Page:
As part of the team developing the curatorial framework for presenting Aboriginal stories and culture within the New Museum for Western Australia, Glenn Iseger-Pilkington will have a significant impact on how future generations of Western Australians understand this place.
“I believe that we have a truly unique story here in Western Australia,” he explains. “One that is full of contradictions: sometimes challenging and confronting, with incredible hardships, triumphs and successes. And more than anything it is a story of endurance and survival.”
Born in Perth then brought up in Derby and Kununurra, Glenn was taken by his grandfather, a Nyoongar man, to visit rock art sites. He identified those the boy couldn’t visit because he was too young, which sparked Glenn’s curiosity about art and Aboriginal cultures.
At university, Glenn studied art and had success as a young artist but the chance to work as Coordinator of Regional and Indigenous Development at Artsource was his opportunity to bring all his interests into alignment. “It gave me a great experience in working with artists from around the state, while also developing my creative ideas as an artist… I began to understand the value and importance of advocacy and critical discourses surrounding Aboriginal Australian art, culture and identity, and the idea that perhaps this was an area
I could participate in.”
Wattie Karawarra’s depiction of Wandjina, Namarali , painted in 1972, at the exhibition Katta Djinoong at the Western Australian Museum (Wattie Karawarra, Wunambul peoples, 1910-1983).
His success led to an appointment as Associate Curator of Indigenous Objects and Photography at the Art Gallery of Western Australia where he curated
the Western Australian Indigenous Art Award in 2010 and 2011, and was one of three Aboriginal curators directing the Desert River Sea: Kimberley Art Then & Now project. With that solid background in local and national issues, Iseger-Pilkington was perfectly placed to take on the next big challenge presented by the proposal to build a new home for the Western Australian Museum. “I hope that through the work we do over the coming years we enable our diverse community to play a significant role in helping us come to understand this story in a way that is not only comprehensive, but also offers a place for challenging discussions, a place where we can come to better understand each other and a place where we can celebrate our people, our environment, our industries,” he explains.
As Curator of Content Development with the New Museum Project, Iseger-Pilkington is working with a creative team to develop key strategies, messages and approaches to sharing stories about Western Australia, from the ancient stories of diverse Aboriginal communities through to the present day, and thinking about the possible futures of this place and its inhabitants. “We have a wonderful team of people from diverse backgrounds working on the project, and this has made for stimulating and challenging dialogues,” he explains. “I am excited about the project and the ways I can contribute to one of the most exciting museum projects happening in the county. It’s an opportunity that probably only appears once in a professional career as a curator.
The New Museum aims to connect the community with the rich and dynamic stories of diverse Aboriginal peoples and provide valuable opportunities for audiences to immerse and educate themselves in the world’s oldest living culture. “I also hope we can create a place that our public has ownershipin, especially our Aboriginal communities, as this will be a measure of how successful we are as a New Museum for Western Australia.”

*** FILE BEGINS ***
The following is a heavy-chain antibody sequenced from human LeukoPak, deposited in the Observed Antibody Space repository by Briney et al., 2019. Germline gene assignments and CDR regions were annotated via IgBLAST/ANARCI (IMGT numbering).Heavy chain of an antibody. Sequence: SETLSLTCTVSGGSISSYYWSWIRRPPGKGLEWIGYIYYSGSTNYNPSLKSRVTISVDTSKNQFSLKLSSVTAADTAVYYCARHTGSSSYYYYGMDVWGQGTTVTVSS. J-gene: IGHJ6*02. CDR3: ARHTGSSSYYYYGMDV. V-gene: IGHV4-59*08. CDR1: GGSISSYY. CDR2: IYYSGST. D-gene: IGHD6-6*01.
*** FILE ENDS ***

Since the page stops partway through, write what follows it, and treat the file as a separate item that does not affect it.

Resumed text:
THE ART OF THE WEST
Hide (2011) by Andrew & David Wood. Video still.
Living on the west coast is a catalyst for new ideas and new approaches. Aboriginal people have been creating images and responding to the conditions of life here for 40,000 years or more. The Dampier Archipelago Rock-Art Precinct comprises the largest concentration of petroglyphs in the world, and possibly the largest number of megaliths known in Australia. It also constitutes the greatest continuous cultural site in Australia, and it is one of many.
The galleries of images engraved or painted are a treasure house of world culture that affirms a vibrant and ongoing engagement with this land. Those same artists have seen visitors arrive on their shores for centuries, welcomed them and shared their knowledge. The Macassans, the Spanish, the Dutch, the French
and the British have impacted on their world, something reflected in the visual record of their encounters on rock, bark and more recently on paper and canvas.
Later they came to stay. It is frequently the case that the western coastlines of continents attract outsiders later because the great waves of migration and human movement sweep first upon the eastern seaboards, and only subsequently find a foothold on western shores. This lateness in itself offers a kind of freedom, a space to act in response to what is happening elsewhere, while not being constrained by it. In the documentary Hype, which chronicled the rise of the grunge scene in Seattle (also on a continental western edge), the lack of mainstream infrastructure is described as one of the liberating features that made it possible for young musicians to imagine recording their own music, writing their own magazines, and independently distributing their work. It was the only way to get something happening, and the young musicians and entrepreneurs had the ‘make do’ mentality often associated with the outback, with the new frontier, and the self-reliant, innovative spirit of early explorers and settlers in the Old West.
Wet Mess (2014) by Andrew & David Wood. Video still.
Artists in Western Australia do it too, in full knowledge that if they don’t, no one else will. Without the great weight of established corporate monoliths on the doorstep they are free to ‘have a go’, to see what can be achieved, to break new ground or stir it up. It happens in music, theatre, literature and most definitely in the visual arts. As a result, the visual culture of Western Australia documents a local response to international and national issues that, by its very presence, not only contributes to the larger history of Australian visual culture, but also offers a distinctive perspective to that larger narrative. For Aboriginal artists, it is often a process of strengthening culture through reflection and re-imagination; for non-Aboriginal artists it can be a mechanism for establishing a sense of belonging; both groups are now connected internationally through digital networks.
This connectedness provides both camaraderie and also a sense of liberation and independence. Out west has a deserved reputation as a hedonistic environment, but it is also harsh, unique and biodiverse. The extraordinary landscape and ecology demands a response, and artists find ways to inflect received knowledge with their experiences of living here.